Should I refresh my brand?

Should I refresh my brand?

Many circumstances can trigger a company to ask this question. Changes in the business landscape and market trends are two of the main ‘reactive’ reasons. But, it’s also an opportunity to be proactive; as a way of periodically re-igniting or re-energising a brand.

A brand refresh is a proactive step in building a brand’s following and loyalty.  In other words, it’s not just for when the typical political, environmental or societal changes prompt a business to re-think it’s positioning. Market disruption through new innovations happen all the time, and a brand refresh can help you reinforce your position, either in tandem as an instigator of disruption, or as a proactive step to protect against it.


What do we mean by a ‘brand refresh’?

To be clear, we are not talking about a complete brand makeover, that’s to say, reinventing the brand; although, that may be an eventuality in some cases.

A brand refresh looks at components of the brand, and their relevancy to the business environment, the company’s target audience, the market in general and the persona of the company. Times change, ideas change, and so does the personality of a company as it evolves.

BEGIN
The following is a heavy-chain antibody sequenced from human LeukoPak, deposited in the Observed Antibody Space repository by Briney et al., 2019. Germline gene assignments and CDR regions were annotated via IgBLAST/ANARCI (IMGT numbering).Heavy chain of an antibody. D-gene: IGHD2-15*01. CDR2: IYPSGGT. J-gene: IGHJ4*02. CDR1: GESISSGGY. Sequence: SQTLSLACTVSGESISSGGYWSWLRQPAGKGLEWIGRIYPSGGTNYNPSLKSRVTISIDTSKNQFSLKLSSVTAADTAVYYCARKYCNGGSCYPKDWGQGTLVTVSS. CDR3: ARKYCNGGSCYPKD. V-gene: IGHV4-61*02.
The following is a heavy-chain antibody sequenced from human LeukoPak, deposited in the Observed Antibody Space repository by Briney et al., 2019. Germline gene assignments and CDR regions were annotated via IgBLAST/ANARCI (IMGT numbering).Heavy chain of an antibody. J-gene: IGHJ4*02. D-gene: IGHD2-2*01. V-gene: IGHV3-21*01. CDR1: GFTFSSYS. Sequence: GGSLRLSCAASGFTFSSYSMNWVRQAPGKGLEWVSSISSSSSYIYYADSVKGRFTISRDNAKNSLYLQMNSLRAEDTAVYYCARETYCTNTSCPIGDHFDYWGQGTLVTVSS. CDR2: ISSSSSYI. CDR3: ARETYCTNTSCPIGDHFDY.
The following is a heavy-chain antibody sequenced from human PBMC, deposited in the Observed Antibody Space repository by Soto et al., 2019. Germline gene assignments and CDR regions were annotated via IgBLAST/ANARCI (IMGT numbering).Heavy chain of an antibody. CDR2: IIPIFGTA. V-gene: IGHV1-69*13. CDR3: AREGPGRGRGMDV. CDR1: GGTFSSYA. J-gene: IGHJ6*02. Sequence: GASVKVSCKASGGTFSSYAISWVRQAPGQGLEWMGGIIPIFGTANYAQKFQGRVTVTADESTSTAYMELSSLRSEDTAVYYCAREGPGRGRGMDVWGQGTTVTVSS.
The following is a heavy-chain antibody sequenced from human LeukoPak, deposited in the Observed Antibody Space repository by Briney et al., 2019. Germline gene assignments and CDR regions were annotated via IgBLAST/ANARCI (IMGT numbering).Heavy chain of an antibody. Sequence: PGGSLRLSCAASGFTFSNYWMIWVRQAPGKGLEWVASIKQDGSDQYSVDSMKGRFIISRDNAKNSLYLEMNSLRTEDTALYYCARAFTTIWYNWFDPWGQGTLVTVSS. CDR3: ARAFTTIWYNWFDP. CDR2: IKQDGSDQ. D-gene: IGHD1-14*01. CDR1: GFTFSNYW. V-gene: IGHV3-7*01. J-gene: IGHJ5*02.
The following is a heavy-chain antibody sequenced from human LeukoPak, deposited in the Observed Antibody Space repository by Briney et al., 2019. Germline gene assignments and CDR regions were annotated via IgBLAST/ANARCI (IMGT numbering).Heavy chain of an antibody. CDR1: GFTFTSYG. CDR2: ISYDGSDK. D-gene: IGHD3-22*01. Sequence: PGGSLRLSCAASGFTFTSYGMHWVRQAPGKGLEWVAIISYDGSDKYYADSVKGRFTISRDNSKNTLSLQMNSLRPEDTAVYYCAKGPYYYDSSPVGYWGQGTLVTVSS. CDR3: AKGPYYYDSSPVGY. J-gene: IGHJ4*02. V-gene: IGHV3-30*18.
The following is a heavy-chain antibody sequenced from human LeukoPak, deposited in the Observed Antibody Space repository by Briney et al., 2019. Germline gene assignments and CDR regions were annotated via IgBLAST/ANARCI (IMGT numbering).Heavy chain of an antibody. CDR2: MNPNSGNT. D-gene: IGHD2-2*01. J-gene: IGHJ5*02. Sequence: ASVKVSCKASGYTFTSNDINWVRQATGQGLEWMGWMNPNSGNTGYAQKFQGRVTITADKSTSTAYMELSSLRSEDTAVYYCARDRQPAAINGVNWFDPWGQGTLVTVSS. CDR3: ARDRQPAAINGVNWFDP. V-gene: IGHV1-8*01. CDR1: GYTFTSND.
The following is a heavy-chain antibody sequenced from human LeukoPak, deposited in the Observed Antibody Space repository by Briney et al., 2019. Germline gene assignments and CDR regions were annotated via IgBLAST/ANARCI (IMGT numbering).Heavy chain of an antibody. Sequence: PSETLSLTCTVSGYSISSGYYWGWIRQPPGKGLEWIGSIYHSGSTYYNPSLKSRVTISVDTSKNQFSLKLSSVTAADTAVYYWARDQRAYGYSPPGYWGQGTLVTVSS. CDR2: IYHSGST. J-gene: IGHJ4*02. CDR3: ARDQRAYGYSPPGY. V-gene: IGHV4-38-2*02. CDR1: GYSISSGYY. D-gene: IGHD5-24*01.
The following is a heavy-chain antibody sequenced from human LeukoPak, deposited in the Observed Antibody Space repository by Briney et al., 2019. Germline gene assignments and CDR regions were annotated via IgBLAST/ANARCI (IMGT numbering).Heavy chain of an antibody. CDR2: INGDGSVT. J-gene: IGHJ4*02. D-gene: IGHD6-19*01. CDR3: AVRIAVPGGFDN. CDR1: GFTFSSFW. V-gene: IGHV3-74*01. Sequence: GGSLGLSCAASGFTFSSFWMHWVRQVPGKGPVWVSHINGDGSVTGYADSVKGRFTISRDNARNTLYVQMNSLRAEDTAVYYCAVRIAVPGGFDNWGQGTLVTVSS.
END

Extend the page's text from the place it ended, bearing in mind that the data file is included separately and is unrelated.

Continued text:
Refreshing a brand looks at revitalising and reinvigorating the image of the company, perhaps to add a new dimension of excitement. More often though, it’s used to adjust the perceived direction and relevance of a company with a changing market landscape – more as a marketing tool than a PR activity.

A refresh can relate to all visual aspects of a company’s presence across all the channels through which it communicates. It could also focus on just a single aspect of the brand’s identity too, for example, tone of voice or a shift to using a more dynamic colour.

It’s an exercise that not only looks to adjust the outward impression of a company but also to change internal attitudes and behaviours. For instance: A brand may wish to highlight support or belief in a particular practice, perhaps because a product’s design intention is to provide benefits to society rather than just seen as a consumer item. Internally, employees (and stakeholders) need to promote and uphold the values that support such a move. As the phrase goes “Don’t talk-the-talk unless you can walk-the-walk”. A brand refresh must be able to communicate such changes to all stakeholders.


What circumstances may trigger a brand refresh?

Be proactive, rather than reactive

It’s easy to believe that a brand refresh may be a response to the company image becoming a little ‘stale’. But that’s most certainly not the case in our eyes. Dynamic and proactive companies use the refresh as a way to reach new audiences, add a new dimension to their outward appeal and to maintain loyalty with existing ones. It’s definitely a proactive part of building the brand.